**In this 11-plus Maths quiz on position you'll get a chance to see what you remember about the coordinate plane** and the compass. Did you know that the coordinate plane is also called the Cartesian plane?

Did you know that map directions are given using bearings? Some people use a 'thumb compass' when reading maps. These are very basic compasses that normally only show magnetic north. They are used in orienteering. But if a compass is held over a map, how can people read what is underneath the map? Can you figure it out? It's easy really - the compasses are transparent so that the map-readers can see right through!

There are lots of other types of compasses too, but let's concentrate on this quiz for now and see if you can get all ten questions correct. Good luck!

1.

How many complete rotations are there in 3,249°?

9

7

12

8

There are 3,249° ÷ 360° = 9 complete rotations

2.

Which direction does the straight line starting at (0, 0) and ending at (6, 6) point in?

NW

SE

NE

E

A diagram will help a lot in doing these questions

3.

What are the coordinates of the point that is the same distance away from the x-axis as the point

(0, 5)?

(0, 5)?

(0, -5)

(-5, 0)

(5, 0)

(5, 5)

(0, 5) is at 5 on the positive y-axis: 5 units above the x-axis. (0, -5) is at -5 on the negative y-axis: 5 below the x-axis

4.

You are facing NW. If you turn through 315° anticlockwise and then 225° clockwise, which direction will you be facing now?

W

E

NE

SW

315° anticlockwise = seven lots of 45° (seven-eighths of a turn) makes you face N. 225° clockwise = 5 lots of 45° = (five-eighths of a turn) makes you face SW

5.

Eddie is tracing out a straight line path in the Cartesian plane. He starts at A (0, 0) and moves as follows: 3 cm E to point B, then NW to point C, which is due North of point A. From there he moves the same distance SW to point D, and finally 6 cm S to point E, where he stops. What are the coordinates of point E?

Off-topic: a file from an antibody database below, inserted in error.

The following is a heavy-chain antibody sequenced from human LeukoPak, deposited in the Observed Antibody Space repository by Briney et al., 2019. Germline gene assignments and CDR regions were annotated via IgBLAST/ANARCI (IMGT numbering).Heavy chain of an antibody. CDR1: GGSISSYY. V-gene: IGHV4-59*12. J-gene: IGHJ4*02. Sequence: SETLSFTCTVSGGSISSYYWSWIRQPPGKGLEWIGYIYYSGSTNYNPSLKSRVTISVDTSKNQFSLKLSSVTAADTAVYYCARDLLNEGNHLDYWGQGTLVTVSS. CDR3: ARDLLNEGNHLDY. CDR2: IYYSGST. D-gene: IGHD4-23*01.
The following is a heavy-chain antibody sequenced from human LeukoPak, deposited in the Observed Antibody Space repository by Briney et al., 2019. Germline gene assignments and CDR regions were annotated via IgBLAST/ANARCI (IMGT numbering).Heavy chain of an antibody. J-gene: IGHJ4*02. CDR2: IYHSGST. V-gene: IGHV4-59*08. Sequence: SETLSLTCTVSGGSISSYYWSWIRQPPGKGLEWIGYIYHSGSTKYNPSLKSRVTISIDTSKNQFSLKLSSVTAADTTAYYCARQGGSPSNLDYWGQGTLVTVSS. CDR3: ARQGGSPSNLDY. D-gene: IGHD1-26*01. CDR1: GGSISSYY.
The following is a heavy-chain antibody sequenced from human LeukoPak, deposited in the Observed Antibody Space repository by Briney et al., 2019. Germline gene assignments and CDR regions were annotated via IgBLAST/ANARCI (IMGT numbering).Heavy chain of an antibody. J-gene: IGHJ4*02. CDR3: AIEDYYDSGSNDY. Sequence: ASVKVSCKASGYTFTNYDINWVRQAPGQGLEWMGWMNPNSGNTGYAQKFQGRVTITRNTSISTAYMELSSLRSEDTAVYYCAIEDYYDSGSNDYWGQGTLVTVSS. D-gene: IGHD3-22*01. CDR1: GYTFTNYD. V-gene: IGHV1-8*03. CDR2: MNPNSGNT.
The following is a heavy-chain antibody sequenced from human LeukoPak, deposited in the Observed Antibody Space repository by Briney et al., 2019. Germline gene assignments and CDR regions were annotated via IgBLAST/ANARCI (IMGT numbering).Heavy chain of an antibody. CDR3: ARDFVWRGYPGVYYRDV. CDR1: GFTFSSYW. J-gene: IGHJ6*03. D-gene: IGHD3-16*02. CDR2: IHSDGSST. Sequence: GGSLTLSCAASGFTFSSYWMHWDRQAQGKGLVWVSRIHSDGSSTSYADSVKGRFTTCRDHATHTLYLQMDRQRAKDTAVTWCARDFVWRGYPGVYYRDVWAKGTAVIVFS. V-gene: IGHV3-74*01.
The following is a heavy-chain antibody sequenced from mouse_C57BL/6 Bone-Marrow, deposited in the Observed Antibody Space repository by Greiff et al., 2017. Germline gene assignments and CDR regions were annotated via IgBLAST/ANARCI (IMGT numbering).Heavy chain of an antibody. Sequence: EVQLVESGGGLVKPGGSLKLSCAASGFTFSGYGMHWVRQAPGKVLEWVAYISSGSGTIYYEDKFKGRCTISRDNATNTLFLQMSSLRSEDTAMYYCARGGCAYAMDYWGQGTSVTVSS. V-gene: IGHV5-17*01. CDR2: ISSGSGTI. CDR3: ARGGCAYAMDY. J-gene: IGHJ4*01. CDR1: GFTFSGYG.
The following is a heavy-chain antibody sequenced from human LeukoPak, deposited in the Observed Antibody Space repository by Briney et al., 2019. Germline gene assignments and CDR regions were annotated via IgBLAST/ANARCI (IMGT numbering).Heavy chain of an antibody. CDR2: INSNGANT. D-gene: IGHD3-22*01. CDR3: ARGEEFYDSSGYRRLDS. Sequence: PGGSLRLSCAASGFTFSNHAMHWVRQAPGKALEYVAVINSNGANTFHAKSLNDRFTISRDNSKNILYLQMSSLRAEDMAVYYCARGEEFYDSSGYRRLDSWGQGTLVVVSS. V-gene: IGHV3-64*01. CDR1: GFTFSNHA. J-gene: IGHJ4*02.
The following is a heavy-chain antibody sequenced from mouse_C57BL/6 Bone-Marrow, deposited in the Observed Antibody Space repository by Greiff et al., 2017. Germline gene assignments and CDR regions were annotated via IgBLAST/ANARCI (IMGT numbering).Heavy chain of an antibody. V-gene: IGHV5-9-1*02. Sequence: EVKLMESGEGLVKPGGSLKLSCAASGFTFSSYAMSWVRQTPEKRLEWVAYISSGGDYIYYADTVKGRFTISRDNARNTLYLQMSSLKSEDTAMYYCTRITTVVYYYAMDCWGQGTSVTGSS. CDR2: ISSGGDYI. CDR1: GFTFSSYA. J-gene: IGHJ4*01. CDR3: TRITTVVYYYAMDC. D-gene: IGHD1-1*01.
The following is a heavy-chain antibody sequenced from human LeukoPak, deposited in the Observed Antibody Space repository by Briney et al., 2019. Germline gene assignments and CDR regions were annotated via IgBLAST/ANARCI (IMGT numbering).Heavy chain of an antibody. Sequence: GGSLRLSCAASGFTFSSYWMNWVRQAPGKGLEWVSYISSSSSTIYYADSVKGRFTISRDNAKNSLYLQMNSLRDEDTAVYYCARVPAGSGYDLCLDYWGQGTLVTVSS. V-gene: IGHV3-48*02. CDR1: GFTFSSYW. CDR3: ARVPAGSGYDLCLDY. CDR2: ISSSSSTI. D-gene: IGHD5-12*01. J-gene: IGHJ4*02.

E (-3, 6)

E (3, -6)

E (-3, -6)

E (3, 6)

6.

Which coordinates are NW of (3, -3)?

(3, 3)

(-3, 3)

(-3, -3)

(3, -3)

(3, -3) is SE of (0, 0). Join up (0, 0) and (3, -3) with a straight line and rotate the line about (0, 0) through 180° to get to NW: you should end up at (-3, 3)

7.

Which of the following is the angle between NE and S?

315°

45°

225°

135°

Three lots of 45°. If you rotated in the anticlockwise direction, it would be five lots of 45° = 225°. Whenever you can, always give the smallest angle. Note: 225° anticlockwise + 135° clockwise = 360°

8.

A circle with centre (0, 0) and diameter 6 cm is drawn on the coordinate plane. Which points will the circle pass through?

(3, 0), (0, 3), (-3, 0), (0, -3)

(6, 0), (0, 6), (-6, 0), (0, -6)

(6, 0), (6, 6), (-6, 0), (0, -6)

(6, 0), (0, 6), (-6, -6), (0, -6)

The radius is half the diameter = 3 cm; therefore, the circle will pass through those points that are at a distance of 3 cm from its centre (0, 0)

9.

You are facing NE. If you turn through 180° anticlockwise and then 135° clockwise, which direction will you be facing now?

N

NW

NE

E

'Anticlockwise' means that you turn (rotate) in the opposite direction to which the hands of the clock turn: the hands of the clock turn 'clockwise'. 180° = two lots of 90° (a half turn) anticlockwise makes you face SW. 135° clockwise = 3 lots of 45° = three-eighths of a turn makes you face N

10.

If you join up the points A (0, 0), B (1, 0), C (1, -1), D (0, -1) with straight lines you will get a square that lies in a certain quadrant. If the square is rotated anticlockwise through 90° about the origin (0, 0), which quadrant will it end up in and what will its new coordinates be?

A (0, 0), B (1, 0), C (1, -1), D (0, 1) in the first quadrant

A (0, 0), B (0, 1), C (1, 1), D (1, 0) in the first quadrant

A (0, 0), B (0, -1), C (-1, -1), D (-1, 0) in the third quadrant

A (0, 0), B (1, 0), C (0, -1), D (-1, -1) in the third quadrant

The square is initially in the fourth quadrant. Join up the four corners with straight lines (the lengths of which should be 1 unit) to the centre of rotation (0, 0). Now rotate the lines and watch where their end points end up: these will give you the positions of the new coordinates of the square. Draw it!

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